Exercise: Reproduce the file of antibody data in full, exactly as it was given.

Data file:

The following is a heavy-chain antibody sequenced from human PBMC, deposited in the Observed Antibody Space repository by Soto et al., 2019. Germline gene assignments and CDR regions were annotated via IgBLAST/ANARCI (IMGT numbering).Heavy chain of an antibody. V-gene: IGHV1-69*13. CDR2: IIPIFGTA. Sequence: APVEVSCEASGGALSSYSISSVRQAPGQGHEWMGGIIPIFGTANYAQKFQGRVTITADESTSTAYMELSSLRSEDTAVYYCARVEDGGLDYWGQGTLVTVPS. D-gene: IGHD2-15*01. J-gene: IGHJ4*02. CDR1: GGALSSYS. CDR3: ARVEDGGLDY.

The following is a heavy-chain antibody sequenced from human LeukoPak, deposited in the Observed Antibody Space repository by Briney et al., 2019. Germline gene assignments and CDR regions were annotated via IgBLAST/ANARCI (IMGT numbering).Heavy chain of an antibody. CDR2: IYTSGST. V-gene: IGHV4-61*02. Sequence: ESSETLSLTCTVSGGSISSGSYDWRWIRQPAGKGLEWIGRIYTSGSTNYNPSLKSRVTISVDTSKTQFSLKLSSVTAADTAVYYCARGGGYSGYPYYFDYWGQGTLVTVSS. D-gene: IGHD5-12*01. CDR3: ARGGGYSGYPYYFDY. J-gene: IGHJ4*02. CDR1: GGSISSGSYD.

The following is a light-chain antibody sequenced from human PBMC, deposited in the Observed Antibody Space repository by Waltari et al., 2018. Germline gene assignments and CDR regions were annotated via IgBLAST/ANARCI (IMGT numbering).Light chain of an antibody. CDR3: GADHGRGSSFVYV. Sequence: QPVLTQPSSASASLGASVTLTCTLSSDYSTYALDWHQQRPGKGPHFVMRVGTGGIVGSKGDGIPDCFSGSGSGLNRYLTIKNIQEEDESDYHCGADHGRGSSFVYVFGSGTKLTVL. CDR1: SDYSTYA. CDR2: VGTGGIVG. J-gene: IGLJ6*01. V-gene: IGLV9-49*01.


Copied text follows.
The following is a heavy-chain antibody sequenced from human PBMC, deposited in the Observed Antibody Space repository by Soto et al., 2019. Germline gene assignments and CDR regions were annotated via IgBLAST/ANARCI (IMGT numbering).Heavy chain of an antibody. V-gene: IGHV1-69*13. CDR2: IIPIFGTA. Sequence: APVEVSCEASGGALSSYSISSVRQAPGQGHEWMGGIIPIFGTANYAQKFQGRVTITADESTSTAYMELSSLRSEDTAVYYCARVEDGGLDYWGQGTLVTVPS. D-gene: IGHD2-15*01. J-gene: IGHJ4*02. CDR1: GGALSSYS. CDR3: ARVEDGGLDY.

The following is a heavy-chain antibody sequenced from human LeukoPak, deposited in the Observed Antibody Space repository by Briney et al., 2019. Germline gene assignments and CDR regions were annotated via IgBLAST/ANARCI (IMGT numbering).Heavy chain of an antibody. CDR2: IYTSGST. V-gene: IGHV4-61*02. Sequence: ESSETLSLTCTVSGGSISSGSYDWRWIRQPAGKGLEWIGRIYTSGSTNYNPSLKSRVTISVDTSKTQFSLKLSSVTAADTAVYYCARGGGYSGYPYYFDYWGQGTLVTVSS. D-gene: IGHD5-12*01. CDR3: ARGGGYSGYPYYFDY. J-gene: IGHJ4*02. CDR1: GGSISSGSYD.

The following is a light-chain antibody sequenced from human PBMC, deposited in the Observed Antibody Space repository by Waltari et al., 2018. Germline gene assignments and CDR regions were annotated via IgBLAST/ANARCI (IMGT numbering).Light chain of an antibody. CDR3: GADHGRGSSFVYV. Sequence: QPVLTQPSSASASLGASVTLTCTLSSDYSTYALDWHQQRPGKGPHFVMRVGTGGIVGSKGDGIPDCFSGSGSGLNRYLTIKNIQEEDESDYHCGADHGRGSSFVYVFGSGTKLTVL. CDR1: SDYSTYA. CDR2: VGTGGIVG. J-gene: IGLJ6*01. V-gene: IGLV9-49*01.